Entourage served as one of HBO's most popular shows for many years in the early 2000s, but creator Doug Ellin feels that the cabler has since swept the series under the rug. During its run on HBO, Entourage consistently pulled in both high ratings and positive reviews, earning various Emmy and Golden Globe nominations in the process. The series came to an end in 2011 after eight seasons.
A decade after Entourage ended, Ellin feels disrespected with the way HBO has handled the popular show in recent years. From his viewpoint, Ellin feels that it all comes down to a "wave of righteous PC culture" taking over television, leaving less politically-correct comedy shows like Entourage behind. He explained as much in a new interview with Yahoo Entertainment after noticing that Entourage doesn't seem to get as much attention on HBO Max as the cabler's other original shows.
"[Entourage was] hiding in, like, architectural 'wish-fulfillment shows' [on HBO Max]. Which was weird. We were nominated for an Emmy and a Golden Globe almost every single year, so to not put us in front and to put other shows on the 'must-see comedy' list, I thought, was pretty bizarre. It seems to have changed because fans have started downloading the show again. It would be nice if HBO was like, 'We have this great 96 episodes of content and we should let our audience know it was there.' I would type in 'E-N-T-O' into HBO Max and Curb Your Enthusiasm would come up! What the hell was this? And I love Curb ..."
Currently, Entourage is on HBO Max's Must-Watch Comedy list, but it might take some scrolling to find it. Asked by Yahoo how he felt about HBO pushing the hit show aside, Ellin explained his belief that it's due to a "wave of righteous PC culture" that has been heavily affecting movies and television in recent years. To that end, Doug Ellin also feels that this criticism is unjust. He also suggests that those criticizing the show are just a small group of people making a lot of noise.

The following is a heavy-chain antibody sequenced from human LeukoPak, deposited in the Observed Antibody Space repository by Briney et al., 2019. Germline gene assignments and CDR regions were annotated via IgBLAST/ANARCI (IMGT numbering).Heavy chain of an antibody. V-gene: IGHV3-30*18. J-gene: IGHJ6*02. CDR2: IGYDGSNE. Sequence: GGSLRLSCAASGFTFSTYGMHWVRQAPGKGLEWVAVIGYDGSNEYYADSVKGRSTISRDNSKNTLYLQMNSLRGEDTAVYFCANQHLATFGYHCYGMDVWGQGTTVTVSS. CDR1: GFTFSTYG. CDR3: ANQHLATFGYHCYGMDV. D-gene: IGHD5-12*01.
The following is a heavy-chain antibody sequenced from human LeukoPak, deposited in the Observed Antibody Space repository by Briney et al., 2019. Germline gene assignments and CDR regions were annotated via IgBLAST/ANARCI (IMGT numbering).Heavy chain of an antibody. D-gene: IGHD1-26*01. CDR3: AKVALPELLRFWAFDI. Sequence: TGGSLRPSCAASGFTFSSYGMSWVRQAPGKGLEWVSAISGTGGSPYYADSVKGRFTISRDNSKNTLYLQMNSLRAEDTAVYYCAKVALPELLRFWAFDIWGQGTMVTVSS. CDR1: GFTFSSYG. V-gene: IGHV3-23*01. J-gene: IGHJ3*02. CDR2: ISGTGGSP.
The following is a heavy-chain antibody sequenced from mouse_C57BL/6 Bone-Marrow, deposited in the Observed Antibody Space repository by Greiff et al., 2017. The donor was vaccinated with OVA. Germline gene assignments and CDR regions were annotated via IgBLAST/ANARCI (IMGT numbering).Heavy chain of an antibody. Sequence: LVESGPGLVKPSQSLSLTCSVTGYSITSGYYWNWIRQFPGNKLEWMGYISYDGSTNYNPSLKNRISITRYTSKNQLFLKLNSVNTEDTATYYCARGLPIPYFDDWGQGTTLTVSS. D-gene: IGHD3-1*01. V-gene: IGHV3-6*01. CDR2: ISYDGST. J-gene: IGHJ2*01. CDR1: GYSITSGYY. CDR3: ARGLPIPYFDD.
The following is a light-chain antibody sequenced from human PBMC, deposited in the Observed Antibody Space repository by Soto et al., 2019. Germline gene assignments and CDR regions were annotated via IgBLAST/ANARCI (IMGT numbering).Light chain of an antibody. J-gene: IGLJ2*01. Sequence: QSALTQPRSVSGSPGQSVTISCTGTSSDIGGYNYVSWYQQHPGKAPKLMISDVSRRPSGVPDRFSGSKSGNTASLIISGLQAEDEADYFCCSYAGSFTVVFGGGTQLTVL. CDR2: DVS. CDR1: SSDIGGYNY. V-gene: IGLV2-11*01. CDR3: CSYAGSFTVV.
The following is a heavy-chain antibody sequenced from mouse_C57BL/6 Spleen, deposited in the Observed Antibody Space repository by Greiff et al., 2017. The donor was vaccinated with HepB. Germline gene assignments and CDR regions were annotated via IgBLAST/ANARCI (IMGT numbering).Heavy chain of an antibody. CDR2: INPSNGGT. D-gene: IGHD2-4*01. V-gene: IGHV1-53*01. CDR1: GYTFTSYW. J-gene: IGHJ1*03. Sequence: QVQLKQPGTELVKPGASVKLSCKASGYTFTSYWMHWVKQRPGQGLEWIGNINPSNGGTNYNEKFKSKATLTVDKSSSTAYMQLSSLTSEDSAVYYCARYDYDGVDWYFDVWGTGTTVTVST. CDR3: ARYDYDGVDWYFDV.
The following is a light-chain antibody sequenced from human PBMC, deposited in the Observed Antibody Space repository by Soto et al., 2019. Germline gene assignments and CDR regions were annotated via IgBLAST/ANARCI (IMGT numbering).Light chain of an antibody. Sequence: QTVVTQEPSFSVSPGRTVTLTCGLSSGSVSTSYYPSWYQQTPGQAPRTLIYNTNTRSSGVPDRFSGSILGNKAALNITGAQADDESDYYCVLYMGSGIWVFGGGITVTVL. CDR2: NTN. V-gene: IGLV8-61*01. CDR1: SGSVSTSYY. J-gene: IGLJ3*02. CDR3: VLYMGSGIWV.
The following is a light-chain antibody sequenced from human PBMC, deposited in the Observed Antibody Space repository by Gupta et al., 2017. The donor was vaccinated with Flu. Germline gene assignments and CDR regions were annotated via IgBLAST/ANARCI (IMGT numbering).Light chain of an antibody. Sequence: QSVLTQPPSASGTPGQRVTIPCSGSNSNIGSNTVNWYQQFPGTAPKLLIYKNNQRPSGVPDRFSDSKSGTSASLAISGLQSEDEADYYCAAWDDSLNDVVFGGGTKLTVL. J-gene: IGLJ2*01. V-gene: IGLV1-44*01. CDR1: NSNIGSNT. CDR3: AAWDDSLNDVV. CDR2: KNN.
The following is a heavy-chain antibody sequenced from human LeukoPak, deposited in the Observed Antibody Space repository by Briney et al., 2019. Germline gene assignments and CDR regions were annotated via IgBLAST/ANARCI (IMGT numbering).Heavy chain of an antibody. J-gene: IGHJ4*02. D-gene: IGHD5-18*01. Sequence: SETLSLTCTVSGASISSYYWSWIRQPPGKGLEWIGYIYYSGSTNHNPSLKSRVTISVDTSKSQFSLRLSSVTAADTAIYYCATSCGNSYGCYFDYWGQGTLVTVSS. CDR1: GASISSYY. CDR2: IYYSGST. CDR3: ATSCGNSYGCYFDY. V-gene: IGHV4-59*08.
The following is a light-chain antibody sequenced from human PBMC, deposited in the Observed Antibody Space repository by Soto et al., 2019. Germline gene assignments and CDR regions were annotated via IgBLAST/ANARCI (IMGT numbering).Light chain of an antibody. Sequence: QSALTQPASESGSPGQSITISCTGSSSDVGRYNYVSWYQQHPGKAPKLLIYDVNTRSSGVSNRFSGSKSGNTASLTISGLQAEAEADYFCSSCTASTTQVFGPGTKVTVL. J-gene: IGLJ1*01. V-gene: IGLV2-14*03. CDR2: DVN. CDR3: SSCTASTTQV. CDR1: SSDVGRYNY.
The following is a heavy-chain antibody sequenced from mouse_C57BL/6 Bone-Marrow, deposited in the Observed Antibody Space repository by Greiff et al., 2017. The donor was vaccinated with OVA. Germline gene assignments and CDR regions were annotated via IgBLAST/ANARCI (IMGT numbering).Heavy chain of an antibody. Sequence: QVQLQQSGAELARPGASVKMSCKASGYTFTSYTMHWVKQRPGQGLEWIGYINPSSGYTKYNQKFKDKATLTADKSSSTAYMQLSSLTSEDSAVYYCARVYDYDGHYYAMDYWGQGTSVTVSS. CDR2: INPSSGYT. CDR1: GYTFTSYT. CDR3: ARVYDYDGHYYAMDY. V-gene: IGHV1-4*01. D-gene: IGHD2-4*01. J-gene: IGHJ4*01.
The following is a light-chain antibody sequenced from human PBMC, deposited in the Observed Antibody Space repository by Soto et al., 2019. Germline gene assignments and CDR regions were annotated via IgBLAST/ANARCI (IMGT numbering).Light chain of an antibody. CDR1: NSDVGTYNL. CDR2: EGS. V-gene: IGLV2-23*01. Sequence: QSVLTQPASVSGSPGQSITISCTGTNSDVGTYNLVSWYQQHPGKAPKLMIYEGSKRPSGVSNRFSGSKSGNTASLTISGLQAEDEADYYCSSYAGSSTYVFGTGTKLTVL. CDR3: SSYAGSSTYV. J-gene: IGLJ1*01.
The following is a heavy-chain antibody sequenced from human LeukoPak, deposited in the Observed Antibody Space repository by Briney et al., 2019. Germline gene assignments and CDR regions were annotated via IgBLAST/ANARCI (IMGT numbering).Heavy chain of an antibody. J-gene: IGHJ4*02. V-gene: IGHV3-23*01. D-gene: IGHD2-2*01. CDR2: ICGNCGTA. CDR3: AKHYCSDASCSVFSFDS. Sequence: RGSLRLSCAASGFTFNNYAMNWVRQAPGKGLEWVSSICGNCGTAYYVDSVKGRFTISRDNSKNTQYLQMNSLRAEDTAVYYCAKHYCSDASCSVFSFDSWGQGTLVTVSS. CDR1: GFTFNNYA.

"I resent it tremendously because I don't think Entourage was this vulgar boyfest that people like to paint it as now. When we came out, The New York Times said we were the smartest show on television. And then, all of a sudden, [in came] this wave of righteous PC culture - and again, you're talking to a liberal who wants equality for all and wants everybody to be kinder and gentler."
"Most people know [Entourage] was a very realistic portrayal of what Hollywood was like at that time and people will write about it as if something [Jeremy Piven's bullying agent character Ari Gold] said is how I express myself. Nobody says that about The Sopranos, where they murder people, that maybe we should re-address whether murdering people on TV is OK ... [but] a small group with loud voices started criticizing [Entourage] out of nowhere. Every day I'm getting Google alerts telling me how bad I am."
Created by Ellin, Entourage followed the acting career of A-list movie star Vincent Chase and his childhood friends living in Los Angeles. The series starred Kevin Connolly, Adrian Grenier, Kevin Dillon, Jerry Ferrara, Jeremy Piven, Debi Mazar, and Gary Cole. It ran for eight seasons between 2004 and 2011.
HBO may or may not be embarrassed about Entourage as Ellin suggests. In any case, the series is available to stream in its entirety on HBO Max, at least at this time. HBO has not provided an official comment on what Ellin had to say. This news comes to us from Yahoo Entertainment.